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'It never goes away' says Tamil torture survivor suing Gotabaya

Roy Samathanam, a Tamil torture survivor, who filed a civil lawsuit against Sri Lanka's former defence secretary Gotabaya Rajapaksa, described how his experience of torture at the hands of Sri Lankan security forces "never goes away", speaking in London today.

Samathanam was physically and psychologically tortured after being detained in Colombo in September 2007 by the Terrorism Investigation Department of the police (TID). He was only released in August 2010 after signing a false confession and accepting a plea deal. He won a case against the Sri Lankan government at the UN Committee Against Torture but the Sri Lankan government did not comply with the order for compensation.

“Sexual assaults were normal on women inside the prison,” Samathanam said. “It never goes away. The images I saw, the girls who were there and the guys were being sexually assaulted, I can still remember their faces and I can still remember what happened.”

He has now launched legal action against Rajapaksa, through the International Truth and Justice Project and the American law firm Hausfield.

He spoke to the Tamil Guardian and shared his experiences.

See a video interview above and extracts transcribed below.

They handcuff me took me to the TID headquarters in Colombo and kept me in solitary. No courts or lawyers were allowed only the embassy because I was a Canadian citizen.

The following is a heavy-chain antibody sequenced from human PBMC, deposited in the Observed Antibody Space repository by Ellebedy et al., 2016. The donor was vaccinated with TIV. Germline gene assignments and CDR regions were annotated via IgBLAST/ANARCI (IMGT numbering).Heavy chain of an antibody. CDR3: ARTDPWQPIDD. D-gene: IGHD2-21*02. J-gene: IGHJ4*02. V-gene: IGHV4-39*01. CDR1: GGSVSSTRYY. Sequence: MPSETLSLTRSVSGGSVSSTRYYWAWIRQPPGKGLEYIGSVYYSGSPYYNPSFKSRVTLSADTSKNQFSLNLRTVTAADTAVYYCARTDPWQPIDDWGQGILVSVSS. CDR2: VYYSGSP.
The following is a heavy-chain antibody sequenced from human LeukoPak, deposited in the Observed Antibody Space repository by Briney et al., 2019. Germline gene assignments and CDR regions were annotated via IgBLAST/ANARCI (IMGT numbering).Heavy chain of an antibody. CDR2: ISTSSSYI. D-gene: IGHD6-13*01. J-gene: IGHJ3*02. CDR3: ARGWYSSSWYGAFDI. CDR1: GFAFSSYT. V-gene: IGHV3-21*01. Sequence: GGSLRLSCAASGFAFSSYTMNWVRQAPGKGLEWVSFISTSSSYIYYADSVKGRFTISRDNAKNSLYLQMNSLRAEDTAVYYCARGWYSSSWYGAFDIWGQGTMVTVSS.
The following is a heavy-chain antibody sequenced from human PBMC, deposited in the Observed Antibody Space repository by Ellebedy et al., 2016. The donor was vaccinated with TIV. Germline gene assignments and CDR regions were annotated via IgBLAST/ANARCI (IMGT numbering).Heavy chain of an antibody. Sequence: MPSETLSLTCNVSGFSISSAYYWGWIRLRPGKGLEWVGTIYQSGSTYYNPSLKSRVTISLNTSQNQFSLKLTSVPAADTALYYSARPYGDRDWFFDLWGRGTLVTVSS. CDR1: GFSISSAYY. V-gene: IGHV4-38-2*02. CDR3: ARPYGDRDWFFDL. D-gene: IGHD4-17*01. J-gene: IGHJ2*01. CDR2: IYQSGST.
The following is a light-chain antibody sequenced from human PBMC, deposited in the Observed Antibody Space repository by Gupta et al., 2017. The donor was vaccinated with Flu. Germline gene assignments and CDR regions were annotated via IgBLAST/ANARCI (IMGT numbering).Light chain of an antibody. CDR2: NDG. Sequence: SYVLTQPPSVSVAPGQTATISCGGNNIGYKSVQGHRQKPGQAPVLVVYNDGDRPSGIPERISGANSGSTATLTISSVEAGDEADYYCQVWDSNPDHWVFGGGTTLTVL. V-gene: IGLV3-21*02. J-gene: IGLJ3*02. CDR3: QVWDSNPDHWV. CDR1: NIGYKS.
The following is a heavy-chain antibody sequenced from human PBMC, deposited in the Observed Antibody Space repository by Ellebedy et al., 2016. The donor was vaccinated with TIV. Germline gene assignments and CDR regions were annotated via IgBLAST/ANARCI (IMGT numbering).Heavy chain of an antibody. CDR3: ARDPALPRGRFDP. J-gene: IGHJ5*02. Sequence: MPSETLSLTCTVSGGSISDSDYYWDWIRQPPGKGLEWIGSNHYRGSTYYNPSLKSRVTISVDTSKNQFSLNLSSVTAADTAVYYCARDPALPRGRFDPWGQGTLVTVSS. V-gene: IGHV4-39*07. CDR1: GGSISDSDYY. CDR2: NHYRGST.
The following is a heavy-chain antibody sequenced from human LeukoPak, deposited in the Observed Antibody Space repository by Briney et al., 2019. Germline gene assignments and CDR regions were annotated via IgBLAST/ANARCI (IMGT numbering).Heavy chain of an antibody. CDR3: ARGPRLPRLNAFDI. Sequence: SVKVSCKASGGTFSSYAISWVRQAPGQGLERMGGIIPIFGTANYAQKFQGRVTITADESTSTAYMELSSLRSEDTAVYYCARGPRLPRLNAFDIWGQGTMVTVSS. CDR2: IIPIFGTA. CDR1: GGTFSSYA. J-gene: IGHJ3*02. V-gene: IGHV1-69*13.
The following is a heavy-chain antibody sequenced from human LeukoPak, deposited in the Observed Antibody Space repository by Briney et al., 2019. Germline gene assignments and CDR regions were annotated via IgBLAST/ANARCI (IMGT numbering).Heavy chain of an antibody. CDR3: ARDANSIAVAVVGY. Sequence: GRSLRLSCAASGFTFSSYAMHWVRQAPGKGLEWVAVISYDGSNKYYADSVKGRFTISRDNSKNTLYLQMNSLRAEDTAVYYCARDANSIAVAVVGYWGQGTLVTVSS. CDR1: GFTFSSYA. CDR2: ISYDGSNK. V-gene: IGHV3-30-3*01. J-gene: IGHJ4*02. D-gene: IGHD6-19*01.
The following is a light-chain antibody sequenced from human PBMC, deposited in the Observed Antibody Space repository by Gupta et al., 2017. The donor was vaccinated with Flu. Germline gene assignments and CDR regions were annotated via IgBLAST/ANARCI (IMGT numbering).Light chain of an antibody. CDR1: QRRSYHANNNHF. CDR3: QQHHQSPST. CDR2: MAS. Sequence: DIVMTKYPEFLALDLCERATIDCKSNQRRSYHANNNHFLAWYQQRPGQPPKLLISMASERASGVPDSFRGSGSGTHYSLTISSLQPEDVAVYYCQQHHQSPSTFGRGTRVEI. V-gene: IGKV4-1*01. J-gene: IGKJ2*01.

[…] 

No lawyer could represent me because I was kept under the Prevention of Terrorism Act. An illegal law which is not accepted in democratic countries. Kept there for one year.

They got a confession from me which they told me to write, then charged me with the confession and then took me to the high court.

The charges were to trying to kill the army commander, ministers, VIP 
[…]

There was no charges everything was framed up.

Ended up pleading guilty for GPS which is under civil law, comes under regulatory, telecoms regulatory. I violated that.

I was charged with that and kept for three years.

I went to Geneva and filed a case. I won the case in 2015.

There were recommendations given for six months [that] the suspect should be compensated.

Nothing happened so I continued to file charges in the civil court just to start the process.

I think more victims will come forwards.

I was diagnosed with PTSD and it has really affected my family, my kids, my wife. They saw the way I was taken into detention.

I hope I get justice in the future."